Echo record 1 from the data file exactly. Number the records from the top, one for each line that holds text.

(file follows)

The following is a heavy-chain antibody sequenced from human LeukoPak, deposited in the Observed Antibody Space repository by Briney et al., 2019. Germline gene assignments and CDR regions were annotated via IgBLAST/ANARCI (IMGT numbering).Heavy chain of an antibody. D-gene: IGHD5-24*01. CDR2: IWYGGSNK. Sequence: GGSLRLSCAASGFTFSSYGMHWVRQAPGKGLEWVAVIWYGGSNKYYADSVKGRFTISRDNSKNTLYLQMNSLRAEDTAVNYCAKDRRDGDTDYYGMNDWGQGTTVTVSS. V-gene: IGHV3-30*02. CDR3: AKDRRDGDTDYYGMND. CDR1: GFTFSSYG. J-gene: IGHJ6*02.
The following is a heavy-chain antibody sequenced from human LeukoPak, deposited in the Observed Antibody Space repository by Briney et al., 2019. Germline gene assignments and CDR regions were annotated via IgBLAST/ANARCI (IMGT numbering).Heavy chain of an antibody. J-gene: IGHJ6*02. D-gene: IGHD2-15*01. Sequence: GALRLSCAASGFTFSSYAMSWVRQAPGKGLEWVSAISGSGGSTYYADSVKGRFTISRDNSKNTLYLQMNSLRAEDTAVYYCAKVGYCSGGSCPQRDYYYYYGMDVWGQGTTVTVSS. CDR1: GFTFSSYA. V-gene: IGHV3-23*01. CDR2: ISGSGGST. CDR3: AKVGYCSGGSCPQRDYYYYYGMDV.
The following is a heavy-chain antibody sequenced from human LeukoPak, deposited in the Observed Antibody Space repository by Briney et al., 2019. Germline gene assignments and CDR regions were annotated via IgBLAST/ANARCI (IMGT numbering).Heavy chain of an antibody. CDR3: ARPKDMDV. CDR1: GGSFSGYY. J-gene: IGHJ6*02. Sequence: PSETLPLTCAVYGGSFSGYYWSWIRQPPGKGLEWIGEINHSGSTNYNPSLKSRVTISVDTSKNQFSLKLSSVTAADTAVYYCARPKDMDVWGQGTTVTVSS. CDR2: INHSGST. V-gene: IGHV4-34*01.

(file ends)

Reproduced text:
The following is a heavy-chain antibody sequenced from human LeukoPak, deposited in the Observed Antibody Space repository by Briney et al., 2019. Germline gene assignments and CDR regions were annotated via IgBLAST/ANARCI (IMGT numbering).Heavy chain of an antibody. D-gene: IGHD5-24*01. CDR2: IWYGGSNK. Sequence: GGSLRLSCAASGFTFSSYGMHWVRQAPGKGLEWVAVIWYGGSNKYYADSVKGRFTISRDNSKNTLYLQMNSLRAEDTAVNYCAKDRRDGDTDYYGMNDWGQGTTVTVSS. V-gene: IGHV3-30*02. CDR3: AKDRRDGDTDYYGMND. CDR1: GFTFSSYG. J-gene: IGHJ6*02.